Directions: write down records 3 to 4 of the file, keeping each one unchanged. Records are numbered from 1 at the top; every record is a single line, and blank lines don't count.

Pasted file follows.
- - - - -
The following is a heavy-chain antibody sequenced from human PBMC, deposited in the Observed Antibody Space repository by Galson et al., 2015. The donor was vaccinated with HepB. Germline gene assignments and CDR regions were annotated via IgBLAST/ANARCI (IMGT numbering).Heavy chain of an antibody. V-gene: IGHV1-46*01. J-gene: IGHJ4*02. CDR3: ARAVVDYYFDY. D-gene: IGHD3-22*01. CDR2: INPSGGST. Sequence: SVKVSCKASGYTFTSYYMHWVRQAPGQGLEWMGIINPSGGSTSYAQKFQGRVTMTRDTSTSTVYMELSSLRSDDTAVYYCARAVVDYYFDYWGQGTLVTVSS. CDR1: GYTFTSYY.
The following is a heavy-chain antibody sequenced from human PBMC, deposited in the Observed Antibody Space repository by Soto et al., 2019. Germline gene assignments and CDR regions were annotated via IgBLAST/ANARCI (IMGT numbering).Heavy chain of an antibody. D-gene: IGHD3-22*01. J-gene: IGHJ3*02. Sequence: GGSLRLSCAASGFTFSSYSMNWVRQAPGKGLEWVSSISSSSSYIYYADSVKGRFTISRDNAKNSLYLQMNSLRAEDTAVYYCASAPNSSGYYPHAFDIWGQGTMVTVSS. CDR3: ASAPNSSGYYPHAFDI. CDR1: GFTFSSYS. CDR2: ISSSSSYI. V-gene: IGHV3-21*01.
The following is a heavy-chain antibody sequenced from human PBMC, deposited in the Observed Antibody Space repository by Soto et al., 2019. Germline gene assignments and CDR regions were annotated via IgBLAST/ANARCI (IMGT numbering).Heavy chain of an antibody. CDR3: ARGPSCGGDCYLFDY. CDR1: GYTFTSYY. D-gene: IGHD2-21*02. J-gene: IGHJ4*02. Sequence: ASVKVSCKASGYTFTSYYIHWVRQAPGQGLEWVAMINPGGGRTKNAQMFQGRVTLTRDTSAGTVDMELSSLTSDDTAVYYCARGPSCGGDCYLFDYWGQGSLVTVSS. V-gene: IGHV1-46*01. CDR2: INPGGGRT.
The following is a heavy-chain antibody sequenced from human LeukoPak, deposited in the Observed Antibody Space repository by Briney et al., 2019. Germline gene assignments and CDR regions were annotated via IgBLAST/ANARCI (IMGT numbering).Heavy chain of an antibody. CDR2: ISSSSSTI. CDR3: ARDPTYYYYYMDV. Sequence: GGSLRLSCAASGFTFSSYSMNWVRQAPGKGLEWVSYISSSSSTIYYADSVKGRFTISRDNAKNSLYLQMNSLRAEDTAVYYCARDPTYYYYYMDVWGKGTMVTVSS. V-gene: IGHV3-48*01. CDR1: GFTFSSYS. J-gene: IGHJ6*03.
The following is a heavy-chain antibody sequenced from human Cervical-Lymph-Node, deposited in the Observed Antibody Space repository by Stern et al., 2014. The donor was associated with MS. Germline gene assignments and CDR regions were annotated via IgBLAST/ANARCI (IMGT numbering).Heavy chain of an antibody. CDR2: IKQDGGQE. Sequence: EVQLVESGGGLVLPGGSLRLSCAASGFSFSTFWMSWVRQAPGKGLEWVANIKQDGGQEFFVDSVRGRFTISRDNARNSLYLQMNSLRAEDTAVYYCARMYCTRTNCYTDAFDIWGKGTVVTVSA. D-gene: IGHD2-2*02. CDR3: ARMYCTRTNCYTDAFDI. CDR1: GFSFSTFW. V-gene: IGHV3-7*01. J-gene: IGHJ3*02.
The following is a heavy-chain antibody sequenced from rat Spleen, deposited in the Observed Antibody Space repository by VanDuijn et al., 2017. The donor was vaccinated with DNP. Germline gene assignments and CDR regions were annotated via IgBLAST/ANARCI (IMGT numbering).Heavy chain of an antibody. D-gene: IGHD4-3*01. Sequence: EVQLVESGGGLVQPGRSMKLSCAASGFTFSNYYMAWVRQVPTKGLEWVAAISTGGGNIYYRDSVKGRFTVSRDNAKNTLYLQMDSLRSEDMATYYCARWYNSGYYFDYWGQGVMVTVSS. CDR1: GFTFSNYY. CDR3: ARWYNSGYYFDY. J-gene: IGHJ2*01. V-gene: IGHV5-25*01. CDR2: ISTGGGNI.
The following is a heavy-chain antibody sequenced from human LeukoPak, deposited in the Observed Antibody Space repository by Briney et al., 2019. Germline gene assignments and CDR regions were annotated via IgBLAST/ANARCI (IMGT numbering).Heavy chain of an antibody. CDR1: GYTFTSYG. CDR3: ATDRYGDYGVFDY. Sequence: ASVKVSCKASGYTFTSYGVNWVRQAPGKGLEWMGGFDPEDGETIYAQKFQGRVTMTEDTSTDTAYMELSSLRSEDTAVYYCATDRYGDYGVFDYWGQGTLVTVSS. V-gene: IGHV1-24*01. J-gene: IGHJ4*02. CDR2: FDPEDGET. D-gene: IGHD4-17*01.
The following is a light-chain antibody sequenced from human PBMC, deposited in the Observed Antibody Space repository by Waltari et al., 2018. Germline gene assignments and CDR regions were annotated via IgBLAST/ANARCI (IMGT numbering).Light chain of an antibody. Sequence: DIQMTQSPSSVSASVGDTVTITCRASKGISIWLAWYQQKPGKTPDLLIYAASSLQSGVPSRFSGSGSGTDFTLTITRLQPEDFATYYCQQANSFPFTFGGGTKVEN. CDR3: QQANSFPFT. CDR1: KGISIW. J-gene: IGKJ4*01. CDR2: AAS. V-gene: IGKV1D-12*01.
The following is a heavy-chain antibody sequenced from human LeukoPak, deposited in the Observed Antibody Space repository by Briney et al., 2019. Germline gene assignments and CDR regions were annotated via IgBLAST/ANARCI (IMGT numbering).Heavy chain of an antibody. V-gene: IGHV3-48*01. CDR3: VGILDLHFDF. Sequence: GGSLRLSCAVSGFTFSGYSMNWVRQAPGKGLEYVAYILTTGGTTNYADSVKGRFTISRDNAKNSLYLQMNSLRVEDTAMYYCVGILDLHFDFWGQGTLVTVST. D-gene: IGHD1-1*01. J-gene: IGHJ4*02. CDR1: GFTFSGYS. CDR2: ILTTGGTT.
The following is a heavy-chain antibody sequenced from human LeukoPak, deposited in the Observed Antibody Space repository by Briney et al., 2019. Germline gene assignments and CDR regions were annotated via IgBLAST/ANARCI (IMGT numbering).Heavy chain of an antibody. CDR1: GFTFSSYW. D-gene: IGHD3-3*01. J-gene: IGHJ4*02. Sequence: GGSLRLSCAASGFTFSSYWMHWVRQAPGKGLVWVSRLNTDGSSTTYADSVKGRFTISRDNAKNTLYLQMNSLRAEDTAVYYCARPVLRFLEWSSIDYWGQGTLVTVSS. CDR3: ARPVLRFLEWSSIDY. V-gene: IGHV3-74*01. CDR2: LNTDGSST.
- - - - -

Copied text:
The following is a heavy-chain antibody sequenced from human PBMC, deposited in the Observed Antibody Space repository by Soto et al., 2019. Germline gene assignments and CDR regions were annotated via IgBLAST/ANARCI (IMGT numbering).Heavy chain of an antibody. CDR3: ARGPSCGGDCYLFDY. CDR1: GYTFTSYY. D-gene: IGHD2-21*02. J-gene: IGHJ4*02. Sequence: ASVKVSCKASGYTFTSYYIHWVRQAPGQGLEWVAMINPGGGRTKNAQMFQGRVTLTRDTSAGTVDMELSSLTSDDTAVYYCARGPSCGGDCYLFDYWGQGSLVTVSS. V-gene: IGHV1-46*01. CDR2: INPGGGRT.
The following is a heavy-chain antibody sequenced from human LeukoPak, deposited in the Observed Antibody Space repository by Briney et al., 2019. Germline gene assignments and CDR regions were annotated via IgBLAST/ANARCI (IMGT numbering).Heavy chain of an antibody. CDR2: ISSSSSTI. CDR3: ARDPTYYYYYMDV. Sequence: GGSLRLSCAASGFTFSSYSMNWVRQAPGKGLEWVSYISSSSSTIYYADSVKGRFTISRDNAKNSLYLQMNSLRAEDTAVYYCARDPTYYYYYMDVWGKGTMVTVSS. V-gene: IGHV3-48*01. CDR1: GFTFSSYS. J-gene: IGHJ6*03.